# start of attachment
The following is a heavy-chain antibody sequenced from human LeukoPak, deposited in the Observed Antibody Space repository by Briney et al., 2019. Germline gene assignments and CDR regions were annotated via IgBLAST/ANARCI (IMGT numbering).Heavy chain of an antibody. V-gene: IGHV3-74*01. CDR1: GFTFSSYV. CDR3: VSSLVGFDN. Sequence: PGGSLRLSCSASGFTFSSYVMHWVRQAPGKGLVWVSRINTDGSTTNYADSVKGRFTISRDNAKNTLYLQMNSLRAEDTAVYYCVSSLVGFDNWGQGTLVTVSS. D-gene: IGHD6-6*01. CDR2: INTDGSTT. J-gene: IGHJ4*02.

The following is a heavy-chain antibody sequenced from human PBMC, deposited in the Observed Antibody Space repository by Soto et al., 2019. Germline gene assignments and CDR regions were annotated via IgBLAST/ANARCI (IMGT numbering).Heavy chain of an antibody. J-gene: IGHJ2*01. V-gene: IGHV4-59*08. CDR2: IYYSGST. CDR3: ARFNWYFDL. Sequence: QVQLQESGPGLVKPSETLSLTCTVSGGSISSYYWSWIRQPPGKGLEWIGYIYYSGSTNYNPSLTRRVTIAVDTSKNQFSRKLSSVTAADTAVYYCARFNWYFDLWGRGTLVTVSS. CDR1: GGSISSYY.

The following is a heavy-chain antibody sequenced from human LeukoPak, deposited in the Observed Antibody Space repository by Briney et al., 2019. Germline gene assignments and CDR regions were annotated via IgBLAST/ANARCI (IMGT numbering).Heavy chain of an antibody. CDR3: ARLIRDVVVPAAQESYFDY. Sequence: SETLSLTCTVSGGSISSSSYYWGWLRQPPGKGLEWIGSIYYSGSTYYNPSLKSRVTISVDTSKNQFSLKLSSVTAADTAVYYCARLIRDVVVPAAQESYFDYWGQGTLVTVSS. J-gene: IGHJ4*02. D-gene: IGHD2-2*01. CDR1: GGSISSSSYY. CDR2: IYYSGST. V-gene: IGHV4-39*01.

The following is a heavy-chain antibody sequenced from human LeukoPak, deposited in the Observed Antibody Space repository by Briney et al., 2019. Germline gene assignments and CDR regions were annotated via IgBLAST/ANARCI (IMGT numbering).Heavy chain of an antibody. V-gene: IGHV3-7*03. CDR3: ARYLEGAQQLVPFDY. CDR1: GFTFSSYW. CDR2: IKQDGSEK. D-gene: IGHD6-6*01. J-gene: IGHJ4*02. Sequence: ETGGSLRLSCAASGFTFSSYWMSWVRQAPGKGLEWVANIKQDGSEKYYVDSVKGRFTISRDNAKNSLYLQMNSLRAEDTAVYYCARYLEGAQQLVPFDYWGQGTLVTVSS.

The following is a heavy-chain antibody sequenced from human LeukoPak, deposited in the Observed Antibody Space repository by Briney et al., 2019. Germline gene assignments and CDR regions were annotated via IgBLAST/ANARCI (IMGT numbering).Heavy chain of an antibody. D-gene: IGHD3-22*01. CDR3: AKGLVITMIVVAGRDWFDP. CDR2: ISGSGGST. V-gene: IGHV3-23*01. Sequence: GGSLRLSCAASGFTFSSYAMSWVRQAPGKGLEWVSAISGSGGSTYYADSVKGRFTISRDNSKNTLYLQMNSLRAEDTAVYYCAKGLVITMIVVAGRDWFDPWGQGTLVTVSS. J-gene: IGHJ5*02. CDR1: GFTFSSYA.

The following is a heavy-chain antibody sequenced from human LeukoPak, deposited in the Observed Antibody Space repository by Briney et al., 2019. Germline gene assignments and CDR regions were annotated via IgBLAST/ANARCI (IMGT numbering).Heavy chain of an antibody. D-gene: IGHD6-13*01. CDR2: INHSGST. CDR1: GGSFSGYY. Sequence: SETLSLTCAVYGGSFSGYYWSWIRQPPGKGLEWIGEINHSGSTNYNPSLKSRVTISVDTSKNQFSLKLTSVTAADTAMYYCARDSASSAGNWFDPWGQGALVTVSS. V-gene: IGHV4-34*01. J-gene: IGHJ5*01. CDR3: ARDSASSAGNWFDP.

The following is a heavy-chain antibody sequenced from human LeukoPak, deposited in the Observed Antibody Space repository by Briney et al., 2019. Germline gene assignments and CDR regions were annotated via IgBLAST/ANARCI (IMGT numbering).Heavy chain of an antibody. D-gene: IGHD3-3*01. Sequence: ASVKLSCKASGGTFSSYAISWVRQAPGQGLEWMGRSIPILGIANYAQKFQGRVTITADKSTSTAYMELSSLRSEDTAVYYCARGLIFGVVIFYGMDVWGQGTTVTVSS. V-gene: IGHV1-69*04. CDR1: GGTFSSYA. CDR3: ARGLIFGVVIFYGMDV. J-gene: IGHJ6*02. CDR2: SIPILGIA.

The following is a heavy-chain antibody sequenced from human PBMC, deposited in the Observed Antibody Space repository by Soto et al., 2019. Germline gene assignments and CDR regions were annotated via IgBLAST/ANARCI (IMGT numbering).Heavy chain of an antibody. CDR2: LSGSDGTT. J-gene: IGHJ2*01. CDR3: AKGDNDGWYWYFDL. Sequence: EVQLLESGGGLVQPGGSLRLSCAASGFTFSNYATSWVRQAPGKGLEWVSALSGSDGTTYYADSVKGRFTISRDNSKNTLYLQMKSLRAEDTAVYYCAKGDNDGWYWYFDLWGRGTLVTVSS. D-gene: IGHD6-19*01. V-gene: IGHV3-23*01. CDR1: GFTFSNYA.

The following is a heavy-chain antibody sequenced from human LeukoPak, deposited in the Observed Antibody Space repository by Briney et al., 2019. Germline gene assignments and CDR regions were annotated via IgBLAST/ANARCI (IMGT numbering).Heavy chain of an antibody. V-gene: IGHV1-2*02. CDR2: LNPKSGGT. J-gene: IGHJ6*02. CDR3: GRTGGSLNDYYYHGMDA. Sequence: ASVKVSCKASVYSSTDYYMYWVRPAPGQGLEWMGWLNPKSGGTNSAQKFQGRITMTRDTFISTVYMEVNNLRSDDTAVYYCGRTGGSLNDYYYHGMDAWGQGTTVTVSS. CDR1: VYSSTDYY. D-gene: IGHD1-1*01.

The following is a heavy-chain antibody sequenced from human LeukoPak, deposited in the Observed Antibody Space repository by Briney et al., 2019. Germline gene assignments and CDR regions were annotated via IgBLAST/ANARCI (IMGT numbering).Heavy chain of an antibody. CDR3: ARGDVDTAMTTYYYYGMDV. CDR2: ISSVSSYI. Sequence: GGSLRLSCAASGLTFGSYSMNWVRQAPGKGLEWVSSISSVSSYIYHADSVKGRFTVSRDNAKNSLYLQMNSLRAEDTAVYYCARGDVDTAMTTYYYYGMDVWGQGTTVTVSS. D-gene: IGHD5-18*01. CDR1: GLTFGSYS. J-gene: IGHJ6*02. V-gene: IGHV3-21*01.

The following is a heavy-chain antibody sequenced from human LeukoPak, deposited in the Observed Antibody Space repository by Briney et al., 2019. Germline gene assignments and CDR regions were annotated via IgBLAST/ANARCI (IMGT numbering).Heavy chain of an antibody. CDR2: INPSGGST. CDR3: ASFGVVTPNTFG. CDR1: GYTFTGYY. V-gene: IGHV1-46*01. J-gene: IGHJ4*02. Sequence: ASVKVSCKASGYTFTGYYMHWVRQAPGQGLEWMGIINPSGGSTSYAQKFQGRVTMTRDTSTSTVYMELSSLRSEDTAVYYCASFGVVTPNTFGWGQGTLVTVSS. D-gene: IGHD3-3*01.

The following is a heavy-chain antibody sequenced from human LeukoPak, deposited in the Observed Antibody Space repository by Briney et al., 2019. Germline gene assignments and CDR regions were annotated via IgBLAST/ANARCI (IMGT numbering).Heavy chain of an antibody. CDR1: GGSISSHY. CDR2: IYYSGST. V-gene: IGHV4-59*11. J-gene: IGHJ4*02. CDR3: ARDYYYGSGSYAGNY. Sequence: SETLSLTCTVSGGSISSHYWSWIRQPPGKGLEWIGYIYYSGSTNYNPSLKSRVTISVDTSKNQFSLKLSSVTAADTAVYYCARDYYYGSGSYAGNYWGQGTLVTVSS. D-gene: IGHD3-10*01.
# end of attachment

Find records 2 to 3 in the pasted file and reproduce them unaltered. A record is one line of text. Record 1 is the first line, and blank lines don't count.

The following is a heavy-chain antibody sequenced from human PBMC, deposited in the Observed Antibody Space repository by Soto et al., 2019. Germline gene assignments and CDR regions were annotated via IgBLAST/ANARCI (IMGT numbering).Heavy chain of an antibody. J-gene: IGHJ2*01. V-gene: IGHV4-59*08. CDR2: IYYSGST. CDR3: ARFNWYFDL. Sequence: QVQLQESGPGLVKPSETLSLTCTVSGGSISSYYWSWIRQPPGKGLEWIGYIYYSGSTNYNPSLTRRVTIAVDTSKNQFSRKLSSVTAADTAVYYCARFNWYFDLWGRGTLVTVSS. CDR1: GGSISSYY.

The following is a heavy-chain antibody sequenced from human LeukoPak, deposited in the Observed Antibody Space repository by Briney et al., 2019. Germline gene assignments and CDR regions were annotated via IgBLAST/ANARCI (IMGT numbering).Heavy chain of an antibody. CDR3: ARLIRDVVVPAAQESYFDY. Sequence: SETLSLTCTVSGGSISSSSYYWGWLRQPPGKGLEWIGSIYYSGSTYYNPSLKSRVTISVDTSKNQFSLKLSSVTAADTAVYYCARLIRDVVVPAAQESYFDYWGQGTLVTVSS. J-gene: IGHJ4*02. D-gene: IGHD2-2*01. CDR1: GGSISSSSYY. CDR2: IYYSGST. V-gene: IGHV4-39*01.